Student returns to English campuses restricted for early January

Government gives priority for medical subjects to restart in first weeks of January, with wider student return ‘kept under review’

December 30, 2020
UK houses of parliament
Source: iStock

The government has further restricted the number of students eligible to return to English universities in early January and has pledged to keep the wider return of students “under review”.

With rising coronavirus cases across the UK, the Department for Education has reduced the number of courses that can return to campus earlier in January, prioritising medical subjects.

Universities were told by ministers in December to stagger the return of students throughout January, with students on courses that required placements, practical teaching or specialist equipment returning between 4 and 18 January, and the rest returning from 25 January onwards.

The DfE set out a list of courses that should be considered for the earlier start, including nursing and midwifery, scientific or technology-based subjects, music, dance, drama and the performing arts, and art and design.

However, in a statement on 30 December, the DfE said “for universities, the courses where students are eligible to return in early January have been further restricted, prioritising medical and other courses where face to face teaching is necessary, to reduce the number of students travelling over this period”.

It has not yet released the new, reduced list, but Times Higher Education understands that the majority of courses allowed to return in early January will be medical subjects.

The statement also said “the wider return of students currently planned for the two-week period beginning 25 January will be kept under review”.

The announcement comes after two new variants of coronavirus have been detected in England and cases have seen a dramatic increase across the country.

The DfE also said that “all university students should be offered two rapid [coronavirus] tests” when they return to campus.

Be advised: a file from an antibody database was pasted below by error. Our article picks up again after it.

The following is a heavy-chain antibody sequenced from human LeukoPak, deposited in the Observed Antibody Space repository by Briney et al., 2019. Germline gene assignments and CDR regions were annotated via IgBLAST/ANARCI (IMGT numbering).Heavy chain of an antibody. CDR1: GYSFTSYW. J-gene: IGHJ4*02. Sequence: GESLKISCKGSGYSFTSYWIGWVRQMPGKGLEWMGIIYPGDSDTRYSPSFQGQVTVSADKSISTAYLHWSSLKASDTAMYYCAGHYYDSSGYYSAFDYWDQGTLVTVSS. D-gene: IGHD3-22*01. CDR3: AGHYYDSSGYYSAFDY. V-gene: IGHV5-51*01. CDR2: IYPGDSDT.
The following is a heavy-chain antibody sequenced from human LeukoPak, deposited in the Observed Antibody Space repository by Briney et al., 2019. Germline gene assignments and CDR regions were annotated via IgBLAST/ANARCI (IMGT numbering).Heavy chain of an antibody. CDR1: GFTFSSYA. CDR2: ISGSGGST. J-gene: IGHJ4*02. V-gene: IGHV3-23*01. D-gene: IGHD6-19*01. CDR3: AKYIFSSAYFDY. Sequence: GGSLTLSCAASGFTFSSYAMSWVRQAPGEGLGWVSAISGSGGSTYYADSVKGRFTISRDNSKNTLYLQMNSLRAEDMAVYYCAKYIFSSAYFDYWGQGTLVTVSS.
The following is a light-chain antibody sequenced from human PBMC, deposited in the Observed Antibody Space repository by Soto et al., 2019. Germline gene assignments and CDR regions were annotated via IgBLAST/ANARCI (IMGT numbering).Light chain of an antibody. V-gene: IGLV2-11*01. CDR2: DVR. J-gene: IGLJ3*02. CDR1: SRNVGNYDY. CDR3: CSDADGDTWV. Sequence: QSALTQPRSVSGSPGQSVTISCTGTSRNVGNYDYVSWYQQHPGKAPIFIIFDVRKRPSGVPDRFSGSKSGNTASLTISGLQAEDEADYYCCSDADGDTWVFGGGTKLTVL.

Alistair Jarvis, chief executive of Universities UK, said that, as the public health situation has changed “quite dramatically” in a short period, it was “right that government and universities should look again at plans for the start of the spring term”.

“For universities, the safety and well-being of students and staff is the priority, and the sector will implement the new restrictions for England announced by the UK government with fewer students returning for face-to-face teaching, practicals and placements in early January,” he said. “Our immediate focus will be communicating with students with as much information as we can, as soon as we can, and reassuring them that universities will be there to support them and provide high-quality online teaching and learning until they can return to campus.

“Since the start of the pandemic, UK universities have proved to be extremely agile in reacting to the latest government and public health advice, while doing all they can to keep research going and students progressing – and the sector will once again manage these latest changes,” Mr Jarvis continued.

“Today’s announcement will understandably raise further issues and uncertainty – for students, universities and staff – which will need to be addressed by government over the coming weeks, including the need for financial support, regulatory flexibility and assessment changes.”

Jo Grady, general secretary of the University and College Union, said: “Given the escalating rate of Covid cases, the government needs to halt all non-essential in-person teaching at colleges and universities until Easter. It needs to urge all university students who do not need to return to student accommodation to stay where they are, and release them from their accommodation contracts. Ministers must also ensure all students have the resources they need to learn remotely so that no one is left behind.”

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